This site which was known as Caesarea or Anazarbus
during the times of the Roman Empire, is 28 km to the south of the Kozan
District of the Adana province. The small village built just outside the
antique city walls is Dilekkaya.
During the chaotic centuries which followed the rise of the Islam, Anazarbus remained as a buffer zone between the Arabs and the Byzantines and frequently changed hands between the two sides. In 796, Harun el Reşid re-built the city and Caliph Mutacvakil (846-861) rebuilt the Sis castle and carried out active work at Anazarbus. His name is mentioned in an inscription piece in Kufi language found at the ruins of tower located outside the west gate. In the 10th century, when Aynı Zarba was once more on the brink of ruin, Hamdanid al-Dawla turned it into a fortified settlement by spending the tremendous sum of three million dirham. The city then became the focus of interest of the Byzantines again and during the 964 campaign which ended in victory, Nicephorus Phocas took over Anazarbus along with several important fortifications including Tarsus and Mopsuhestia. In the 11th century, the Armenians whose capital was conquered by Alpaslan were driven towards the southwest under the pressure of theSeljuk Turks and established a kingdom in the Taurus region. Later on, they slowly progressed towards the Cilician plain, and there chose Anazarbus as their capital until the year 1100. Except for a gap of 7 years, when the Byzantines again gained control under the rule of John Commeneus between 1137-1144, the city remained as a capital for almost for a whole century. In 1184 Tarsus, and then Sis, became the capital. Despite the fact that Anazarbus remained as an important fortification, the city which was built lower down, on the flat plan eventually started to be destroyed. It was finally totally ruined when the Memlüks destroyed the Little Armenian Kingdom in 1375, and this antique settlement has never been used again since.
The ruins in Anavarza consist of a 1500 metre long city wall with 20 bastions, four entrances, a colonnaded street, and the ruins of a bath house and a church. Important works also include the theatre and the stadium outside the city walls, aqueducts, rock tombs, the necropolises in the western side of the city, the antique road which was constructed by splitting the rock mass and the pooled mosaics which are conserved in situ (the mosaic of the sea goddess Thetas from the 3rd century AD), the victory arc with three entrances, which is the only example of its kind in the Adana region and the castle from the middle ages on the hill which rises like an island in the centre of the plain.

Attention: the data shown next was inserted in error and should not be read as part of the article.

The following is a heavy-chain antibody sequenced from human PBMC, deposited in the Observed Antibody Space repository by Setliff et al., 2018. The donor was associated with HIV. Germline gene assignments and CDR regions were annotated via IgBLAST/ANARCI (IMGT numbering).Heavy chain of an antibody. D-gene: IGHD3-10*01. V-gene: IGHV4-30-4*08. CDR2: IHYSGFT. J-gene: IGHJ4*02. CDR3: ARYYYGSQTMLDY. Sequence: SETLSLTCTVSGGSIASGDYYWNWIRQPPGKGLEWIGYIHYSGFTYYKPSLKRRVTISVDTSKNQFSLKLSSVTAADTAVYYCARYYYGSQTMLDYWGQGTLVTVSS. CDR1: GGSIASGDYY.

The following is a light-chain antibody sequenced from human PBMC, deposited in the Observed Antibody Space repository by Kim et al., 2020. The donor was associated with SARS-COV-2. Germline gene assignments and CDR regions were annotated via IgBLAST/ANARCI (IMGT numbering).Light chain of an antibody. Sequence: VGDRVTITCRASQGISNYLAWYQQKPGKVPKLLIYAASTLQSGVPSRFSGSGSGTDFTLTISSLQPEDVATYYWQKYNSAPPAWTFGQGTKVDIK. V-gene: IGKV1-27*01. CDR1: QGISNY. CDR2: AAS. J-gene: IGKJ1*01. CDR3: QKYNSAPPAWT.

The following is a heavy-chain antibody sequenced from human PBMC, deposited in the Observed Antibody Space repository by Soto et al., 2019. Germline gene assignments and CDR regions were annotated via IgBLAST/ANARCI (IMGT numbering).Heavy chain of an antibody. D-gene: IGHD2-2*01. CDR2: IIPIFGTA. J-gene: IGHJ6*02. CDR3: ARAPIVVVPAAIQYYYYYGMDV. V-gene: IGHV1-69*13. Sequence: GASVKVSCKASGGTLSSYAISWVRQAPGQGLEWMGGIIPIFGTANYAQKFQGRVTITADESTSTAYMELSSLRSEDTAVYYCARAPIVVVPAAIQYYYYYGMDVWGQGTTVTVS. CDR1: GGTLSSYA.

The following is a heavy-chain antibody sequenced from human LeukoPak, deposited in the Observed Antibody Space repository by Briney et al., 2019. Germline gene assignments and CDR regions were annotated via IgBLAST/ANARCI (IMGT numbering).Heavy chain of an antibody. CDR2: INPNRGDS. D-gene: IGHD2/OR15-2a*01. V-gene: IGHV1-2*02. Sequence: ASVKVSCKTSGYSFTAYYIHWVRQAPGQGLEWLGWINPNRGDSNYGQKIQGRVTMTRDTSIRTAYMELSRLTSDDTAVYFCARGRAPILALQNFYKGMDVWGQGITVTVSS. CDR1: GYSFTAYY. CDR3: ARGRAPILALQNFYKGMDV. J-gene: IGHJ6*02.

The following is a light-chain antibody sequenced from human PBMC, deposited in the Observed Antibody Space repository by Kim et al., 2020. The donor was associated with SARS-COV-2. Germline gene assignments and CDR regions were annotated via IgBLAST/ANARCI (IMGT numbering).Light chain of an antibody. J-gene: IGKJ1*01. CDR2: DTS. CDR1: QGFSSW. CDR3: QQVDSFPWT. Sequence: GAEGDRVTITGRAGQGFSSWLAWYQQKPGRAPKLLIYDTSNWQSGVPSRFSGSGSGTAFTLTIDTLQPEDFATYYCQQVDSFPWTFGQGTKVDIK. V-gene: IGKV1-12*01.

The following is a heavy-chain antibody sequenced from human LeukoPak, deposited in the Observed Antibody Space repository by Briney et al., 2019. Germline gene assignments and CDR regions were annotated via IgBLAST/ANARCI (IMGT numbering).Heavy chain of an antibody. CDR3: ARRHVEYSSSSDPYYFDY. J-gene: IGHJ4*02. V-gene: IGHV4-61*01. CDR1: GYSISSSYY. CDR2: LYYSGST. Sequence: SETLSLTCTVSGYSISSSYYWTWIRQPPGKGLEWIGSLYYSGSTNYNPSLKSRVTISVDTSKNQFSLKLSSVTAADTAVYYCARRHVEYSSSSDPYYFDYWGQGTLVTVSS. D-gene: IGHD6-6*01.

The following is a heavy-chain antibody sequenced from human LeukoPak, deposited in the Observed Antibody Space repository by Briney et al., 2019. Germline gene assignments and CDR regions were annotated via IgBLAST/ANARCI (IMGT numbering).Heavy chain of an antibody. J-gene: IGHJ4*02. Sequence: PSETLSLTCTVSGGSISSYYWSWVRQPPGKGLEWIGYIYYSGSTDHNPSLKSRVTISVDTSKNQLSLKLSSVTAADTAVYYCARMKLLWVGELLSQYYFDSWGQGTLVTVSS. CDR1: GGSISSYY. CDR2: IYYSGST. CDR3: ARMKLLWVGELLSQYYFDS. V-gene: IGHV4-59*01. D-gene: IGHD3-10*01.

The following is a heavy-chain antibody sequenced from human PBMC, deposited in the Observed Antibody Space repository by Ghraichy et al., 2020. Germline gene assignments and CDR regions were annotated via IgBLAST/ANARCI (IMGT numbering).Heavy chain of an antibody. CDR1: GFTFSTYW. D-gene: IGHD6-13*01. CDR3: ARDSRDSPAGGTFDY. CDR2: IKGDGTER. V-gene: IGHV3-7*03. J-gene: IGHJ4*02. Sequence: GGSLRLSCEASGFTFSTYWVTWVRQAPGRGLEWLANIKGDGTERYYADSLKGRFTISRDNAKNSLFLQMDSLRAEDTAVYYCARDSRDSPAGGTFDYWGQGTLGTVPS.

About fifty metres to the north-east of the stadium, the rock is separated with a man-made fissure. The Moslems of the region consider this as the crack cut by Hz. Ali and tell a legend about how the son-in-law of the Prophet pulled out his sword and made a crack in the rocks for himself and his horse when he was being pursued by the enemy. Leaving this legend aside, the fissure seems to be opened to allow for the road which went from Anazarbus to Flaviopolis (Kadirli) and Hieropolis (Kastabala during the Byzantine Period). The passage is 250 metres long and its width changes between 4-15 metres. On both sides of the road, the rock faces reach up to 50 metres. For a traveller emerging into the sunshine towards the east from the deep shadows of the passage, to see one of the inscriptions on the face of the high rocks would no doubt will be a rather sentimental experience.
"Hence, we shall not be afraid, Should the earth move and should the Mountains be moved to the middle of the sea. Should the waters rise and roar and should the mountains tremble with the rising waters"
The colonnaded street running North-South, starts with this three-spanned arch. Anavarza has witnessed numerous earthquakes (including the severe earthquake of 1945) but the Victory Arch managed to remain standing, at least partially, up to our time. It is a three-arched passage with six Corinthian column capitals from black granite on its south façade. There are statue niches on both sides of the main arch on the northern façade.
The amphitheatre, which was also the scene of performances with wild animals was a structure built completely with stones. It was apparently systematically looted (as was the case for many buildings) during the antique age to provide material for other buildings. Today, we have a sufficient amount of architraves, friezes, cornish blocks, column bodies, inscriptions and even Corinthian column capitals, which were used everywhere that give an idea about the splendour of the Anazarbus of the Antique ages.
The castle can be defined in three sections. The barracks section including the first wall and a church; a three storey tower built on the flat rock between the two walls; the second wall and an adjacent complex of rooms it, storage areas and water tanks it encloses.
Adana - Anavarza